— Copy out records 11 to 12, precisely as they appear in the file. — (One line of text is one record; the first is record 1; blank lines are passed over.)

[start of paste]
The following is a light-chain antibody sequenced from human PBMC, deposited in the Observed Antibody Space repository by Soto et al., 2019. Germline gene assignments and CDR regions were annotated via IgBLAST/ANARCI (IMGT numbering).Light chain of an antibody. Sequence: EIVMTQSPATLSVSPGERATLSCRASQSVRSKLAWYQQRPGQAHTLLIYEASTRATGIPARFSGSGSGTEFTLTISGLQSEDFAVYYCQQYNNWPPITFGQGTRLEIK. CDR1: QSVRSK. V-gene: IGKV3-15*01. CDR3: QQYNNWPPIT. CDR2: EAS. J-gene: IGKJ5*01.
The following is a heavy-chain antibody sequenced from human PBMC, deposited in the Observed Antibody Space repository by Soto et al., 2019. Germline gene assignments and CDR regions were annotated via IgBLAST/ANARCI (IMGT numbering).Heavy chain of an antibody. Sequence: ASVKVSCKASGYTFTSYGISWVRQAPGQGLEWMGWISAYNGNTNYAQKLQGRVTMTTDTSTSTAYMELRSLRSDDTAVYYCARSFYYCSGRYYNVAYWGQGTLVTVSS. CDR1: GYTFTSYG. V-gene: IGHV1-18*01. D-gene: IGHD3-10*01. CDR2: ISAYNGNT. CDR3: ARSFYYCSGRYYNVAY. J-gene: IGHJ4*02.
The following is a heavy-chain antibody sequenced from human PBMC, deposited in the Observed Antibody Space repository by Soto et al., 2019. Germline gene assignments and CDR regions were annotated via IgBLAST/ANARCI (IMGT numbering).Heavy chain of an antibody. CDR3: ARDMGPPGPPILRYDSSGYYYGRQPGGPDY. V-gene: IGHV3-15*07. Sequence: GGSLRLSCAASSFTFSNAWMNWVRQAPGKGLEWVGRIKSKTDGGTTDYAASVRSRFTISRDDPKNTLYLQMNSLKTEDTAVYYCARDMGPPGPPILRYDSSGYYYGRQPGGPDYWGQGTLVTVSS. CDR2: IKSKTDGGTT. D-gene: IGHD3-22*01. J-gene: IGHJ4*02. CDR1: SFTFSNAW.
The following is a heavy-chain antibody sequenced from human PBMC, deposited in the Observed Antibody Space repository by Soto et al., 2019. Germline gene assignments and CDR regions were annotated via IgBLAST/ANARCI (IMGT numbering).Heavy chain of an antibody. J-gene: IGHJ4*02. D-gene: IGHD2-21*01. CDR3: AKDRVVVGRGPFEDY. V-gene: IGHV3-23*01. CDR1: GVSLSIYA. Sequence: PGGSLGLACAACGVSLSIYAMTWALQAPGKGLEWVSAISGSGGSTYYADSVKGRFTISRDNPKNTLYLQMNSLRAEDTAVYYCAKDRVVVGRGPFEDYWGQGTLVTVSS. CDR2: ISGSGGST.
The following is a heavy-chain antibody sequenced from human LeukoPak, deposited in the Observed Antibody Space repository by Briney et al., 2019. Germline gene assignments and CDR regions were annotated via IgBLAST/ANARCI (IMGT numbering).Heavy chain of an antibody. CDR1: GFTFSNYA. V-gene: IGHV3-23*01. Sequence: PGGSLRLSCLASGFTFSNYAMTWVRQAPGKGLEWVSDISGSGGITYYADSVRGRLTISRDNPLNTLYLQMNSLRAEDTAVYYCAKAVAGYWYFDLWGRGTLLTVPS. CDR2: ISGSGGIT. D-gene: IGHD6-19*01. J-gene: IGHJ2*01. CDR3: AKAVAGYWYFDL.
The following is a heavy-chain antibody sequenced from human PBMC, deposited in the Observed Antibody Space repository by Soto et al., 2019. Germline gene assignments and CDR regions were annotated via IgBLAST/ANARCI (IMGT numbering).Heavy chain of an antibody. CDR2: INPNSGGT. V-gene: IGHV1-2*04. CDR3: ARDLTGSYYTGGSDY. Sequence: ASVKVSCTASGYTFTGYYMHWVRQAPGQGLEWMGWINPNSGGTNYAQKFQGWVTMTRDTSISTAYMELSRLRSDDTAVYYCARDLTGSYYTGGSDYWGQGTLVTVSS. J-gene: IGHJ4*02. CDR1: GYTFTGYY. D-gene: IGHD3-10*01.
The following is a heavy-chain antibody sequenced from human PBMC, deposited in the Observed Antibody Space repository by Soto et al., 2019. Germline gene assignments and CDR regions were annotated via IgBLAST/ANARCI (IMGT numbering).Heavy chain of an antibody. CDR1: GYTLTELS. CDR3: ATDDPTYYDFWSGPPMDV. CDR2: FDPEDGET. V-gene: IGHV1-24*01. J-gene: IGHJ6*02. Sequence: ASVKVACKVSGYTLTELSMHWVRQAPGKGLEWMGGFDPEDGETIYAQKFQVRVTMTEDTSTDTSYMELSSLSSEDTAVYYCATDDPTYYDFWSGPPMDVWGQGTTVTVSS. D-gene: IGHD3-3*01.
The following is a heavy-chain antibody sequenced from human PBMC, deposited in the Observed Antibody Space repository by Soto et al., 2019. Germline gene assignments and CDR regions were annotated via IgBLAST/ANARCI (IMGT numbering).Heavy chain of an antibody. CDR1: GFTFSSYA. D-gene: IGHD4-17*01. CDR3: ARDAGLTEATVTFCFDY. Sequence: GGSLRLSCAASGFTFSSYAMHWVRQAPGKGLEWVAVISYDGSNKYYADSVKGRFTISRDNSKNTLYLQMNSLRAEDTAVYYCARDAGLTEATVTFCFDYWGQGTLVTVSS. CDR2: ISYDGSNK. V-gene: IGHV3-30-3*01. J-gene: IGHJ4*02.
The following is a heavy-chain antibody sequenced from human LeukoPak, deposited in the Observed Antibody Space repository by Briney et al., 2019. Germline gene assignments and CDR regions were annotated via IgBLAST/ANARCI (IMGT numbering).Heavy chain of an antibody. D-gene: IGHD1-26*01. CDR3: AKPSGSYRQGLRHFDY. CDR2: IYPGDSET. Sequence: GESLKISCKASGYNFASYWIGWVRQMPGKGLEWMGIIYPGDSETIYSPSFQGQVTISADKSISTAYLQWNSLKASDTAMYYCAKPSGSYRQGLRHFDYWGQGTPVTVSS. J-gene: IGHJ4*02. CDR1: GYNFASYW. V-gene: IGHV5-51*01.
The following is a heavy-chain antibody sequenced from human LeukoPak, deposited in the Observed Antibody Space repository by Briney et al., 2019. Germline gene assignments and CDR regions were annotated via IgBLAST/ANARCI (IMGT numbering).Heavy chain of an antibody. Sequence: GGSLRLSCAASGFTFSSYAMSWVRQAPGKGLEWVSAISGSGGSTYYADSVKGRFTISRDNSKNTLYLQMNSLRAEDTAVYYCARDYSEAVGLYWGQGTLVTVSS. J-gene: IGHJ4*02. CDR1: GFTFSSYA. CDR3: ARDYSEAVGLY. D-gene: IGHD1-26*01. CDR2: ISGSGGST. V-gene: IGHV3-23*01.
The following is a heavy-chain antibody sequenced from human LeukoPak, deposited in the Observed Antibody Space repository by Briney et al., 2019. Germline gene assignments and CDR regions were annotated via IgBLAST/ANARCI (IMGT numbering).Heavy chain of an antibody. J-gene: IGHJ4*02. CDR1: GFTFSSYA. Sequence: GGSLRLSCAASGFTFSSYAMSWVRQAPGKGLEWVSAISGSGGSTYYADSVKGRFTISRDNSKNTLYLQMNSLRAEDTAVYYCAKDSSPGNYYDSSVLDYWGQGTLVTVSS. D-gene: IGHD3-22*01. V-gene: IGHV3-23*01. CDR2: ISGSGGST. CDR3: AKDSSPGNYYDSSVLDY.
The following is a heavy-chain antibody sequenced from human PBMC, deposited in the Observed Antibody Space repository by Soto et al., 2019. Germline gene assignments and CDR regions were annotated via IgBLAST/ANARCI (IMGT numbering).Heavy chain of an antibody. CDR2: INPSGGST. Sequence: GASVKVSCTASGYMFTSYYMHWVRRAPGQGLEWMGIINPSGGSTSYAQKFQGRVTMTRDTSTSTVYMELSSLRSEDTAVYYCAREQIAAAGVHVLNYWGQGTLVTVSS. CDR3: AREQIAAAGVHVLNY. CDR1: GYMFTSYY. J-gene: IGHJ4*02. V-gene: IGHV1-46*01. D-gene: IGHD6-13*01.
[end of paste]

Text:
The following is a heavy-chain antibody sequenced from human LeukoPak, deposited in the Observed Antibody Space repository by Briney et al., 2019. Germline gene assignments and CDR regions were annotated via IgBLAST/ANARCI (IMGT numbering).Heavy chain of an antibody. J-gene: IGHJ4*02. CDR1: GFTFSSYA. Sequence: GGSLRLSCAASGFTFSSYAMSWVRQAPGKGLEWVSAISGSGGSTYYADSVKGRFTISRDNSKNTLYLQMNSLRAEDTAVYYCAKDSSPGNYYDSSVLDYWGQGTLVTVSS. D-gene: IGHD3-22*01. V-gene: IGHV3-23*01. CDR2: ISGSGGST. CDR3: AKDSSPGNYYDSSVLDY.
The following is a heavy-chain antibody sequenced from human PBMC, deposited in the Observed Antibody Space repository by Soto et al., 2019. Germline gene assignments and CDR regions were annotated via IgBLAST/ANARCI (IMGT numbering).Heavy chain of an antibody. CDR2: INPSGGST. Sequence: GASVKVSCTASGYMFTSYYMHWVRRAPGQGLEWMGIINPSGGSTSYAQKFQGRVTMTRDTSTSTVYMELSSLRSEDTAVYYCAREQIAAAGVHVLNYWGQGTLVTVSS. CDR3: AREQIAAAGVHVLNY. CDR1: GYMFTSYY. J-gene: IGHJ4*02. V-gene: IGHV1-46*01. D-gene: IGHD6-13*01.